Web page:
Jenkins T1 Internet Service Locations
PK Consulting has over 17 years experience working with
cutting-edge telecommunications companies. Our long history with T1 companies has allowed us to
pass along special savings to our select customers. Leverage our special relationships and save.
To find out what Jenkins T1 internet service options (including DSL, bonded T1, and DS3 service)
enter your information below and you'll be looking at the prices of all the plans
available for your location in just seconds.
Search for T1 Internet Service in Jenkins:
What Will Happen Next?
This is the first step of our Jenkins T1 internet service Search Engine.
The next page will ask you to enter your location information
and ask you about your exact situation. Following that, you'll
be viewing price plans from the top t1 service providers in Jenkins, Missouri.
What others in Jenkins think about our service:|
"I needed a needed a new solution for my business.
Our DSL line just kept going down and my 15 employees
would just stand around waiting for it to come back up.
The lack of stability was choking my business, so I
decided to go on the hunt for a T1. When I started,
I didn't know which carrier was best, or what a competitive
price was. Heck, I didn't even know if I could get
T1 internet service here in Jenkins. Luckily, Google
directed me to this page and I was able to make contact
with a knowledgeable and experienced broadband consultant
that narrowed the field down to XO and AT&T.
Now I am the proud owner of a new XO data T1 line,
which is stable, reliable, and not much more than I was
paying for my old DSL line."
Integrated T1 Progress Report
Monday July 07, 2014,
06:41 am ET
CEDAR HILLS, Utah, Jul. 07 /Patrick Oborn/ --
Business broadband, its price, and who can afford it, are changing. Every day an increasing number
of business are finding the new broadband services made available to them by the "new" telecommunications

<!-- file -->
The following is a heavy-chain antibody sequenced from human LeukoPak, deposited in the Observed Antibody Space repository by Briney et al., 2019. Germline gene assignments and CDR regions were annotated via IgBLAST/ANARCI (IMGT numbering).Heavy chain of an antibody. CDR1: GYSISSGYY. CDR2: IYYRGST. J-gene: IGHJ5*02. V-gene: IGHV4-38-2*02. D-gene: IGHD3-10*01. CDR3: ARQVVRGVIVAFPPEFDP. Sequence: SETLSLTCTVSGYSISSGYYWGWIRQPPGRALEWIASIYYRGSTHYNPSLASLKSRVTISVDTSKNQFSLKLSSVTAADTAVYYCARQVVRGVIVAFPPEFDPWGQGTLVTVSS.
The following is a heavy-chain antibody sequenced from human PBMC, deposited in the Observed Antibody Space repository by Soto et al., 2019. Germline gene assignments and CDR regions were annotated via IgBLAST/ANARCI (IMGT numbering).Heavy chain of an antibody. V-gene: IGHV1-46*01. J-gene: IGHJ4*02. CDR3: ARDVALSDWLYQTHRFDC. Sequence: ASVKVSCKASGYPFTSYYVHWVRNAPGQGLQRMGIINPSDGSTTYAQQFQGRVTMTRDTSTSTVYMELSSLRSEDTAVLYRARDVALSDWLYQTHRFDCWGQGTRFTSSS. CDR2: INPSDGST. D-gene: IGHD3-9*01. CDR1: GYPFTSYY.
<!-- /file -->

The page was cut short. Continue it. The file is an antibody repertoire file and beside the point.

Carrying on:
companies that are emerging from the latest round of mergers and acquisitions. Overlapping networks
are being consolidated into bigger and leaner footprints, lowering the cost of dynamic integrated
digital signal 1 (DS1) service to the price range of about five regular phone lines. Small to medium
size business can now afford services once reserved for the Fortune 1000 companies.
"The average cost of a business phone line from the Local Bell Operating Company (ILEC) has
remained constant for the past ten years" noted Edwin Jones, a senior market analyst and
telecom industry expert. "At the same time the prices of T-1 lines have declined from near
$1000 per month to a staggering $350. Keeping in mind that a T1 connection is the equivalent
of 24 regular phone lines all bundled into one, it comes as no surprise that demand for these
services in on the rise."
Min Lieu owns a small insurance agency in Missouri. Five years ago he signed up with
XO Communications for a TDM-based integrated T1 line for $870/month, which did not
include local or long distance calling. Recently, he was offered XO's version of
a dynamic circuit called "XO Flex" for half of the price he was already paying.
"I would have been a fool not to take the deal" stated Mr. Lieu. "I'm able to
add headcount with additional voice lines, without any increase in expense or
degradation in high-speed Internet performance."
Given the fact that many companies still to this day have yet to make the change to digital
SIP-trunking enabled dynamic T1s, one must ask why the delay? The value proposition that
dynamic adds and the economic benefits are there, however, the technology is slow to be
adopted by mainstream corporations. One reason for this lag is the bad reputation that
telecom companies have built for themselves through the meltdown of the industry from
2000 to 2003, when many companies either went out of business, merged with other larger
companies, or just hunkered down and weathered the storm. Now that the industry has made
great strides to stabilize by offering better rates, better products, and better customer
service, small business owners are gradually starting to listen to the presentations being
made by consultants and inside sales agents. With that increase in confidence, and with
the growing number of testimonials being offered by happy customers, businesses are becoming
less reluctant to make the jump.
Until deregulation allowed smaller, hungrier telecommunications companies the
ability to compete, the United States was stuck with technologies that were quickly
becoming out of date. Now that the Bells actually have to innovate to keep up with
the smaller CLECs, customer everywhere are reaping the benefits.
Expect innovation to continue on its upward spiral as the CLECs continue to expand
their footprints as well as their customer bases. Barring any funny stuff from the FCC,
the CLECs will be here to stay. Sorry Ma Bell.